The beginning of a decade of reimagining and rethinking

February 1, 2021


How will we remember 2020? As shocking and devastating as the COVID-19 pandemic has been and will likely continue to be for many more months for many millions, it is important to reflect that we have been here before. This is not the first global pandemic in recent memory. In early spring 1918, the H1N1 virus passed almost unnoticed through Europe. In the months following, it mutated into one of the deadliest transmittable diseases in recorded history. By the time the fourth wave of the “Spanish Flu” had passed in March 1920, one in three people around the world had fallen ill, and an estimated 50 million to 100 million people (a staggering 5.4 percent of the global population) had died.

COVID-19, a manifestation of our fractured relationship with nature, must be a reality check that something is not right, and that everything about how we navigate our everyday lives and do business must be questioned.

As we enter 2021, still navigating a pandemic world but with the hope of vaccines on the horizon, we must urgently address the unsustainable lifestyles that have brought us here, and recognize that we are at a crossroads and must change business as usual, even as we crave  going “back to normal”.

Just over five years ago in 2015, the world came together to agree on the Sustainable Development Goals (SDGs) as a pathway for a better future. Entering this final decade of the SDGs in a pandemic world presents an opportunity that we must seize. The pandemic has tested the global systems we depend on. It has exposed vulnerabilities in the delicate tapestry of social, economic and environmental aspects of human activity that must be addressed and strengthened if we are to realize the SDGs.

In 1972 a book entitled “Limits to Growth” Donella Meadows, analyzed data on population, food production, pollution and industrialization. She predicted that if the trends continued humanity would by 2020 experience a sudden and uncontrollable downturn.  And here we are. In the same year, the first ever UN Conference on the Human Environment was held in Stockholm, Sweden and 2022 will mark the 50th anniversary of this conference. Coming on the wave of a global pandemic, Stockholm +50 provides an opportunity for this collective reimagining and rethinking of our sustainable futures.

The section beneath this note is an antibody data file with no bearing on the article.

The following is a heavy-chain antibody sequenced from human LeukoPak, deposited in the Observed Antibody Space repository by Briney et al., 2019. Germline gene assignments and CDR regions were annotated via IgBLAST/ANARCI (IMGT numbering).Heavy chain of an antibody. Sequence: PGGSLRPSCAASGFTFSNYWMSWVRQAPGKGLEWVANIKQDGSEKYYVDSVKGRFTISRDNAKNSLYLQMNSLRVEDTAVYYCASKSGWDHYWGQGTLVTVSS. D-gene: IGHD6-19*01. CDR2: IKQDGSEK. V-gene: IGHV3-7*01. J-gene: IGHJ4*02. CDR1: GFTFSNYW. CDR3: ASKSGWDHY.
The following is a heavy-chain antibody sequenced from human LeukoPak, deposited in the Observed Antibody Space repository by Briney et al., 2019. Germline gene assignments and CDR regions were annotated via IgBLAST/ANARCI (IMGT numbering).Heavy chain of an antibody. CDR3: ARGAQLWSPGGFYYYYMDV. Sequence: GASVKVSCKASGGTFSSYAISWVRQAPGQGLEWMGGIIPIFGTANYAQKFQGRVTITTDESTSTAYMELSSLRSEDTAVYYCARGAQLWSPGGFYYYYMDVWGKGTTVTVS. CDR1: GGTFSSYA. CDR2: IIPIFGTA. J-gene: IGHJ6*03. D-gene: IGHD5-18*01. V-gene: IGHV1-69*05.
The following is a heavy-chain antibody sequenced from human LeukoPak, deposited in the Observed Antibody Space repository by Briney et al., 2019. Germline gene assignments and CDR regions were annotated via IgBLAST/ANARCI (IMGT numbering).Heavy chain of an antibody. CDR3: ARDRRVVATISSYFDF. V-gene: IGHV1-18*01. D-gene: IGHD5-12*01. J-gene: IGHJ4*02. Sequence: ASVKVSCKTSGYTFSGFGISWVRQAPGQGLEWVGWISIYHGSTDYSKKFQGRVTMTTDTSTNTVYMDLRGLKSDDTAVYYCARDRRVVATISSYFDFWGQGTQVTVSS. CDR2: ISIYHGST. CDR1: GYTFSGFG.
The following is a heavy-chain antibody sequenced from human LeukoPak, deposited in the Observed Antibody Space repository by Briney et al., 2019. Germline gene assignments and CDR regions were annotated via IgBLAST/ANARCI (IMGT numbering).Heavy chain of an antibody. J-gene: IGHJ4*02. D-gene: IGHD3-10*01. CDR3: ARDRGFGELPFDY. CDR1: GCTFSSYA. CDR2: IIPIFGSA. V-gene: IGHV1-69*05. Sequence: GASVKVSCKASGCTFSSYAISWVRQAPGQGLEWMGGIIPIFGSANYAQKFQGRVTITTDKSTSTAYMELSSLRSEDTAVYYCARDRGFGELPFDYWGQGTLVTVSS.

As we navigate 2021 and beyond, this reflection and relearning are necessary if we are to step forward with commitment into the unknown, rather that slip back to the old, unsustainable pre-COVID world. How then do we shift our envisioned futures that are so different to now align with Planetary Health?  What needs to change? How do we effect that change? How do we redefine sustainable development on a planet where our relationship with nature is fractured? What role does systems thinking and systems leadership play in a sustainable and resilient future?

In trying to respond to these questions and many others, there will be need to revisit our past, to learn from it to reimagine a different, better future, and in doing so to not forget 2020 so quickly, however much history suggests we will try.


The Rome Centre: The Rome Centre for Sustainable Development is UNDP’s office in Rome working in close collaboration with the Italian Ministry of Environment, Land and Sea.  The focus of the centre will be to convene, connect, collaborate on matters related to climate change, sustainable development and nature protection.  

Musonda Mumba: Dr Musonda Mumba, a Zambian National, is the incoming Director for the Rome Centre for Sustainable Development.  She joins UNDP from UNEP bringing more than 20 years of experience in environmental and conservation issues.